Moreover, IBM decided to let dermatologists leverage on the results of its deep learning platform, Watson in order to diagnose melanoma and other types of skin cancer faster, more accurate and preferably without the need for many biopsies. At the IBM T.J. Watson Research Center, experts found that their deep learning system was able to achieve a 76% accuracy at diagnosing melanoma cases based on dermatology images, while the average accuracy for the eight dermatologists on that data set was 70.5%. It is a very promising result! Imagine how much AI could help in diagnosing skin cancer in the future!
Moreover, amazing high-tech machines also come to the rescue! The New Jersey-based company, Canfield Scientific have recently installed the first commercial Vectra WB360 whole-body skin lesion mapping system. It is able to take a 360-degree scan of the entire body and identifies all the lesions on the skin. Mind-blowing!
8) Emergency Medicine
There are situations when time is crucial, for example in the case of disasters or medical emergencies. These require urgent responses, so any innovation aiming to help this specialty should shorten the time required for reaching the scene of unfortunate happenings. Medical drones have great potential in making the transport of drugs, vaccines or medical aids faster.
Google, the tech giant with a significant medical portfolio, patented a device that can call for a drone in emergency situations to fly in with life-saving medical equipment on board. You would push a button, and a drone would appear on the spot. How amazing does that sound? And what about drones deliver automatic external defibrillators (AEDs) directly to people who have just suffered a heart attack? Researchers from the University of Toronto are already experimenting with the idea based on their inspiration from ambulance drones in the Netherlands.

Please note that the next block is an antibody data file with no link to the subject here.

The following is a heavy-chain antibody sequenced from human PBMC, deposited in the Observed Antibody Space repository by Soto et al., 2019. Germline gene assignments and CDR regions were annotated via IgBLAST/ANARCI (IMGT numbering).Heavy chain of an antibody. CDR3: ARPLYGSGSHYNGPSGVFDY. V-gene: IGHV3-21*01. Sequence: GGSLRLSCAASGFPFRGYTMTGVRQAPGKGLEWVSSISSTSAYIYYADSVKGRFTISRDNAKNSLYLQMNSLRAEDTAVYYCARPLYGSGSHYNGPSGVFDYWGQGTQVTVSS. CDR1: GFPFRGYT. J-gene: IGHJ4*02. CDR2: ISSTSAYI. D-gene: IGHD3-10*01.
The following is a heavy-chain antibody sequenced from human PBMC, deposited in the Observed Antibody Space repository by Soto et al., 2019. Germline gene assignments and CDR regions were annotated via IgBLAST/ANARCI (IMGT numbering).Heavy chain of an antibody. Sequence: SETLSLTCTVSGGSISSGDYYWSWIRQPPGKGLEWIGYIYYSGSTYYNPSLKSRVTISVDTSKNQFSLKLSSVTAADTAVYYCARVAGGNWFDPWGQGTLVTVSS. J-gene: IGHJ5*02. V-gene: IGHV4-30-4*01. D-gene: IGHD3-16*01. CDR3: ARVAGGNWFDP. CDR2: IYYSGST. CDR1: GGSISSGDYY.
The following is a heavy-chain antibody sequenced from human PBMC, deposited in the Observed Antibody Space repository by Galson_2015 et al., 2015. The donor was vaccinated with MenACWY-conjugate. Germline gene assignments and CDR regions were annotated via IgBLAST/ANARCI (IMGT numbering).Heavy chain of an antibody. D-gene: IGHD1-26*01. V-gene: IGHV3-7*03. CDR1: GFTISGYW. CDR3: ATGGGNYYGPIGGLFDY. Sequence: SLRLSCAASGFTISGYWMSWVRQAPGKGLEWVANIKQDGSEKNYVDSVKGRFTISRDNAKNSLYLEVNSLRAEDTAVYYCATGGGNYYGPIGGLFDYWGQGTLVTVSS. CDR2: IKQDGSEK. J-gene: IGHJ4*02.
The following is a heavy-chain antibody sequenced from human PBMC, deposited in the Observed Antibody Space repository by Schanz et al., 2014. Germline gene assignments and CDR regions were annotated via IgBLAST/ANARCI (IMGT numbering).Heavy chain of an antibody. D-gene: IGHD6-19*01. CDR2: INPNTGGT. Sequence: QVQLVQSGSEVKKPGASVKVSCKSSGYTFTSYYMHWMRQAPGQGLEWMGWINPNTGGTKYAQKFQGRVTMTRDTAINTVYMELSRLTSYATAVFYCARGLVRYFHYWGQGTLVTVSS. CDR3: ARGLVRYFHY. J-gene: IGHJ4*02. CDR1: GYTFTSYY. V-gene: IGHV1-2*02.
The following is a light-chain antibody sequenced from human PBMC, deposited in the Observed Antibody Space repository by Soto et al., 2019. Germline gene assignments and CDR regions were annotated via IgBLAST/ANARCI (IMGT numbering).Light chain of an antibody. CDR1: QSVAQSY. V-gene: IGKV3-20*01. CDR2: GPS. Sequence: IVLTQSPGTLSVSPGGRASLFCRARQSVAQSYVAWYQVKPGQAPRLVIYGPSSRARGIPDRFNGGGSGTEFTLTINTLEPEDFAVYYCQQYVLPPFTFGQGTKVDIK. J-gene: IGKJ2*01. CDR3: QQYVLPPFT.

With the development of handheld devices and sensors, it will also be easier to assess patients wherever they are. Eric Topol, an eminent cardiologist and digital health pioneer was flying home from Washington DC once when severe chest pains crippled a fellow passenger. Topol reached for his iPhone encased in a special FDA-approved cover made by AliveCor. It can record users’ heart rate and ECG through their fingertips and transmits the results to an app. Topol placed the AliveCor case on the man’s chest. It showed he was having a heart attack. The plane made an emergency landing, and the passenger survived. This is how portable diagnostic devices such as AliveCor, CliniCloud or Viatom Checkme Pro will make patients the point-of-care in the future.
Don’t forget driverless ambulances that could leave medical professionals on board focus entirely on the patient.
10) Infectious diseases
More Time for Patients and Better Insight into Disease
All in all, many jobs will be taken over by robots and automation in the coming years. But awesome opportunities will also emerge, especially in medicine. Physicians need to acquire new skills and improve their existing ones. In many specialties, physicians will have more time for patients and better insight into diseases. Thus, it is up to each of us to hone our skills and make ourselves irreplaceable in this brave, disruptive new world of healthcare.